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Desert Locust Bulletin 342 (March 2007) [EN/AR]

Situation Report
Originally published


General Situation during March 2007
Forecast until mid-May 2007

The Desert Locust situation continued to remain very serious during March in the Central Region. Hopper bands and swarms formed along the Red Sea coastal plains near the Sudan/Eritrea border and to a lesser extent on the northwest coast of Somalia. Some swarms also formed from local breeding on the Red Sea coast in Saudi Arabia. Control operations are underway in Eritrea, Sudan and Saudi Arabia. As currently infested areas are drying out, any swarms that are not controlled are expected to move into the Eritrean Highlands and the interior of Sudan, and to the interior of Saudi Arabia and Yemen where good rains fell in March. A few swarms could continue to Baluchistan in Iran and western Pakistan where widespread rains fell recently. All efforts should be made to monitor the developing and potentially dangerous situation carefully.

Western Region. The situation remained calm in the region during March. Limited breeding continued in one area of northwest Mauritania. Scattered adults were present in parts of western Algeria and western Libya. If swarms originating from current infestations on the Red Sea coast move towards the interior of Sudan, then there is a slight risk that they may continue towards the Western Region in May. FAO will keep countries well informed in advance.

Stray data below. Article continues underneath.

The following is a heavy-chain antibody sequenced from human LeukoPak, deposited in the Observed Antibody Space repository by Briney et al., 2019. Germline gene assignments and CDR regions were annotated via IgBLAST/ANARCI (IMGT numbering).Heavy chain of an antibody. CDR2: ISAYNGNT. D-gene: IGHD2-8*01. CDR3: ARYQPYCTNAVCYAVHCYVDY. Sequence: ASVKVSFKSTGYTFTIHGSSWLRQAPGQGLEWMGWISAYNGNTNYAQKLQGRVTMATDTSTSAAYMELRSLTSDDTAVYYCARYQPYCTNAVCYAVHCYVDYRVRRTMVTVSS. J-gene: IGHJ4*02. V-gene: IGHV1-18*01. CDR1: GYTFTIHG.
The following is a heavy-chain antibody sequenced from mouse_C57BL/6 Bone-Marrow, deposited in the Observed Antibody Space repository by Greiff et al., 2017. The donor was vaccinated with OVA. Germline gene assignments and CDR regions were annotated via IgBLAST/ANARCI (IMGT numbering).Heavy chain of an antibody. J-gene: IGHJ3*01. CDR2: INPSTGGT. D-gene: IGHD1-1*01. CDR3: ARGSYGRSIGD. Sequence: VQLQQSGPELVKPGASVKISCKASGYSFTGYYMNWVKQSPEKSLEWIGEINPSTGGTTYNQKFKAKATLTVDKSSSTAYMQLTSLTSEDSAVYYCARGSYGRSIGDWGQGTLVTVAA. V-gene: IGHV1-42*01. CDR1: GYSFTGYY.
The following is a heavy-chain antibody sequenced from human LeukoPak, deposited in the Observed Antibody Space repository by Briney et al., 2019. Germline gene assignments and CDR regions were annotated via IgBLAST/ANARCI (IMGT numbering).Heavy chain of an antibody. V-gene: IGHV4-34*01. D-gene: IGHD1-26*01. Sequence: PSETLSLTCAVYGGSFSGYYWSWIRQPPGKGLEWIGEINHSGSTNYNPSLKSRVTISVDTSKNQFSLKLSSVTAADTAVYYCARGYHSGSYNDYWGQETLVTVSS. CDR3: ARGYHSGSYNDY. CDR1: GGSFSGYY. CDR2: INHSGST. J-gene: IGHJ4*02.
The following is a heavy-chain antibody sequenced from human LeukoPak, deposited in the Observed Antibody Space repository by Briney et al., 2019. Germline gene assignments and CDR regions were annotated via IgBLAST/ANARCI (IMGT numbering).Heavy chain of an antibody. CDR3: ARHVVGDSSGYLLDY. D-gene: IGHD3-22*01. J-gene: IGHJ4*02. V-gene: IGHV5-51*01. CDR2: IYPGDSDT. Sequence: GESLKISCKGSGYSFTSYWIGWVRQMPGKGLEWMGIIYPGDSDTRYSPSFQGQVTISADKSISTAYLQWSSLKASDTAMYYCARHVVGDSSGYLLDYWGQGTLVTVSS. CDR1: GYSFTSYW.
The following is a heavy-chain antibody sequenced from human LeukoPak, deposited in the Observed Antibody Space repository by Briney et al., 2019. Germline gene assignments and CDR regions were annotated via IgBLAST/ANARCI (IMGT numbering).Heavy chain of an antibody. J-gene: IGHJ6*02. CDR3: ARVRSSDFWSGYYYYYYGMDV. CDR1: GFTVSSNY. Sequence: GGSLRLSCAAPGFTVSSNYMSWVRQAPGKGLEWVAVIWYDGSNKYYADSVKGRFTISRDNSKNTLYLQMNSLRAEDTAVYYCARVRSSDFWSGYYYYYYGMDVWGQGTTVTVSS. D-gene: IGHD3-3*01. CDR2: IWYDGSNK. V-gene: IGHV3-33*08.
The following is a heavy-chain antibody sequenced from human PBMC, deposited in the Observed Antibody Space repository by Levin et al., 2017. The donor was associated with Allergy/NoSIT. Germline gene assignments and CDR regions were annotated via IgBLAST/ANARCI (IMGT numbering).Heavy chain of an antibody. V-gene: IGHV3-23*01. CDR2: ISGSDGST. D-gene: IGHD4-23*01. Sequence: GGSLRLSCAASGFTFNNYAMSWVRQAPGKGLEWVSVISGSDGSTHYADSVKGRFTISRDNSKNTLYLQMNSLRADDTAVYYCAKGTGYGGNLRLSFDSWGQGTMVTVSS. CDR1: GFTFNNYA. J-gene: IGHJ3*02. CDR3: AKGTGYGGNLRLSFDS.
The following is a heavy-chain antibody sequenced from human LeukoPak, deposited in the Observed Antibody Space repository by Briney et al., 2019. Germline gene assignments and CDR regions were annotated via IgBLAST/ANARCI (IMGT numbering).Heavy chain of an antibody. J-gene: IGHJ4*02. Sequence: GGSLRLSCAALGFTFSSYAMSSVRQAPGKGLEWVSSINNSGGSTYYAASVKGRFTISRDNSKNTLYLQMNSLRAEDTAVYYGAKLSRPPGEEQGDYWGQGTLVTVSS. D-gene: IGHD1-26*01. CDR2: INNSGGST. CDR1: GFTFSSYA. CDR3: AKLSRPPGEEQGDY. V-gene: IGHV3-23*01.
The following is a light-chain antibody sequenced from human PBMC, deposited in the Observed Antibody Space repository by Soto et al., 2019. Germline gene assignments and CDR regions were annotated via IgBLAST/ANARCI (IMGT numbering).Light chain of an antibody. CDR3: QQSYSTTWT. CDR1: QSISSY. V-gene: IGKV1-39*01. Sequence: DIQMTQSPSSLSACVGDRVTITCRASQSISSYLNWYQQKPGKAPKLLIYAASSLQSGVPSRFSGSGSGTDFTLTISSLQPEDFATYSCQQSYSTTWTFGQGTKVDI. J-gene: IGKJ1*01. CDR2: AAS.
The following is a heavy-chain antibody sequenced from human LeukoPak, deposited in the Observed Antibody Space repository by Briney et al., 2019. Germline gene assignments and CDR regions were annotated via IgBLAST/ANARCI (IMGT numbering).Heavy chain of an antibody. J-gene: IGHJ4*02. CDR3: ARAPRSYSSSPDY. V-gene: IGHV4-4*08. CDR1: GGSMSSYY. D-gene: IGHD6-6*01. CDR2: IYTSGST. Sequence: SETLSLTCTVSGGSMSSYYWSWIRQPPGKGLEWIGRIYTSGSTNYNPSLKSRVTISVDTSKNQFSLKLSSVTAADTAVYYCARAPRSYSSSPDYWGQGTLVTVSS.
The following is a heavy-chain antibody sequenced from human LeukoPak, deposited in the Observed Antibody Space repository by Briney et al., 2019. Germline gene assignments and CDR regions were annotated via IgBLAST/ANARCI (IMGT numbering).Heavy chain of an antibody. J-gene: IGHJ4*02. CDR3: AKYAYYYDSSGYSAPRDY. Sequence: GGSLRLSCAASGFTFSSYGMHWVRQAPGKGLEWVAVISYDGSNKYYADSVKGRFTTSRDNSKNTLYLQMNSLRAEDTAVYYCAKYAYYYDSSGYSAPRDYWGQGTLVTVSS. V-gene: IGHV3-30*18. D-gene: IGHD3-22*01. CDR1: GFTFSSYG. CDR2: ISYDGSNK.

Central Region. Hopper bands continued to form on the Red Sea coast between Massawa, Eritrea and Tokar, Sudan during March. By the end of the month, most of the hoppers had were forming along the border within an area of about 3,000 km2. Local breeding continued on the central Red Sea coast in Saudi Arabia. At the end of the month, a few small swarms formed and some of the adults started to move towards the spring breeding areas in the interior. Ground control in the three countries was supplemented by aerial operations at the end of the month. As vegetation is drying out on the coast, most of the swarms along the Sudan/Eritrea border are likely to move into the Eritrean Highlands and perhaps continue west into Sudan. A few small swarms could also move further north along the coast or cross the Red Sea and reach the central interior of Saudi Arabia where they would eventually lay eggs in areas of recent rainfall. In northern Somalia, a few small swarms formed on the northwest coast and moved into adjacent areas of eastern Ethiopia. A few more swarms could form in northwest Somalia and move east along the northern coast, north to areas of recent rainfall in the interior of Yemen, or into adjacent areas of Ethiopia and eventually to the Highlands.

Eastern Region. Unusually heavy rains fell in the spring breeding areas in southeast Iran and western Pakistan during March. Small-scale breeding was in progress on the coast in western Pakistan and limited control operations were carried out. Nevertheless, more breeding is likely to occur during the forecast period, causing locust numbers to increase slightly. There is also a low risk that a few swarms could reach these areas from current infestations along the Red Sea coast and in northern Somalia.